Ceramic Industry

COMPOSITE INNOVATIONS: Seeing Below the Surface

June 1, 2011
Infrared themographic image of a nanoengineered composite heated via electrical probes (clips can be seen at bottom of image). The scalebar of colors is degrees Celsius. The MIT logo has been machined into the composite, and the hot and cool spots around the logo are caused by the thermal-electrical interactions of the resistive heating and the logo "damage" to the composite. The enhanced thermographic sensing described in the paper works in the same way. (Credit: Roberto Guzm n de Villoria, MIT & Brian Wardle, associate professor of aeronautics and astronautics. Photo: MIT News Office.)

In recent years, many airplane manufacturers have started building their planes from advanced composite materials, which consist of high-strength fibers (e.g., carbon or glass) embedded in a plastic or metal matrix. Such materials are stronger and more lightweight than aluminum, but they are also more difficult to inspect for damage because their surfaces do not always reveal underlying problems.

"With aluminum, if you hit it, there's a dent," says Brian L. Wardle, associate professor of aeronautics and astronautics at the Massachusetts Institute of Technology (MIT). "With a composite, oftentimes if you hit it, there's no surface damage-even though there may be internal damage."

A Potential Solution

Wardle and his colleagues have devised a new way to detect that internal damage using a simple handheld device and heat-sensitive camera. Their approach also requires engineering the composite materials to include carbon nanotubes, which generate the heat necessary for the test.

As described in the online edition of the journal Nanotechnology, their approach could allow airlines to inspect their planes much more quickly, according to Wardle. This project is part of a multiyear, aerospace industry-funded effort to improve the mechanical properties of existing advanced aerospace-grade composites. The U.S. Air Force and Navy are also interested in the technology, and Wardle is working with them to develop it for use in their aircraft and vessels.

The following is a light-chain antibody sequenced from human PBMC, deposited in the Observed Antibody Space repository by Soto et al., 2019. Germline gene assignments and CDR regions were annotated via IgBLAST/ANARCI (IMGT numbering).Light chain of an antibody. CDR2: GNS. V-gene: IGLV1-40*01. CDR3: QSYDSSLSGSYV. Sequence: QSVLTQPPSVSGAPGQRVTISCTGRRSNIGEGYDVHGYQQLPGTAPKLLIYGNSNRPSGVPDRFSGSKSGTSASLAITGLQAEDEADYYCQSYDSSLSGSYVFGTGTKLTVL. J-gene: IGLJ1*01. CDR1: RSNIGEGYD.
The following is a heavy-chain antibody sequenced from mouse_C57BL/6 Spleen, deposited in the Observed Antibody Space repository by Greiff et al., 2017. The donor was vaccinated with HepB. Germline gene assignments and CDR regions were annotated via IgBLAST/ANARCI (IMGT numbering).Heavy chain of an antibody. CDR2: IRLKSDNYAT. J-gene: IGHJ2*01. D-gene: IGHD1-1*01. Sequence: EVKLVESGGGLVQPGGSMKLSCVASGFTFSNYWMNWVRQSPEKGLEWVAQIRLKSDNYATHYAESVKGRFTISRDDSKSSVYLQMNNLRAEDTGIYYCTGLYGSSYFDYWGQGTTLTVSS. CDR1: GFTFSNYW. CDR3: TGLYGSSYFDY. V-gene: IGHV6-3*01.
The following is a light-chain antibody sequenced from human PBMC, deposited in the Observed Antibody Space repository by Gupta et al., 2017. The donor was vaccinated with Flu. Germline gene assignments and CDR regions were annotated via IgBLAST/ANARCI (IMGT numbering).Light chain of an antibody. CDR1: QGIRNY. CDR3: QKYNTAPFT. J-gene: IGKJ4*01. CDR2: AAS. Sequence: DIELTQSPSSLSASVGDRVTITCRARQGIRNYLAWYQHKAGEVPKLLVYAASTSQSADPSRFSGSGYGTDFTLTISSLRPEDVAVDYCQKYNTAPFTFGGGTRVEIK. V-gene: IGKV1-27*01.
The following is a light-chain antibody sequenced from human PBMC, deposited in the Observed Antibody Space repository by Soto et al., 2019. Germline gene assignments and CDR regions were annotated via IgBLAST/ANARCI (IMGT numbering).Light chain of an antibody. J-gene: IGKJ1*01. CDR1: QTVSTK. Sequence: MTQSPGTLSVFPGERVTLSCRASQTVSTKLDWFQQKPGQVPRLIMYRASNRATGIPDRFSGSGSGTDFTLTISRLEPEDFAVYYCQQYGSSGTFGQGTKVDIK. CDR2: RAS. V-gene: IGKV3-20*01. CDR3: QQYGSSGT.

Uncovering Damage

Advanced composite materials are commonly found in cars, bridges and wind turbine blades, as well as aircraft. One method that inspectors now use to reveal damage in advanced composite materials is infrared thermography, which detects infrared radiation emissions when the surface is heated. In an advanced composite material, any cracks or delamination (separation of the layers that form the composite material) will redirect the flow of heat. That abnormal flow pattern can be seen with a heat-sensitive (thermographic) camera.

This method is effective but cumbersome because it requires large heaters to be placed next to the surface, Wardle says. With his new approach, carbon nanotubes are incorporated into the composite material. When a small electric current is applied to the surface, the nanotubes heat up; this eliminates the need for any external heat source. The inspector can see the damage with a thermographic camera or goggles.

"It's a very clever way to utilize the properties of carbon nanotubes to deliver that thermal energy from the inside out," says Douglas Adams, associate professor of mechanical engineering at Purdue University.

Adams, who was not involved in the research, notes that two fundamental challenges remain: developing a practical way to manufacture large quantities of the new material, and ensuring that the addition of nanotubes does not detract from the material's primary function of withstanding heavy loads. So far, the new carbon nanotube hybrid materials that Wardle is developing have shown better mechanical properties, such as strength and toughness, than existing advanced composites.

For more information, visit www.mit.edu.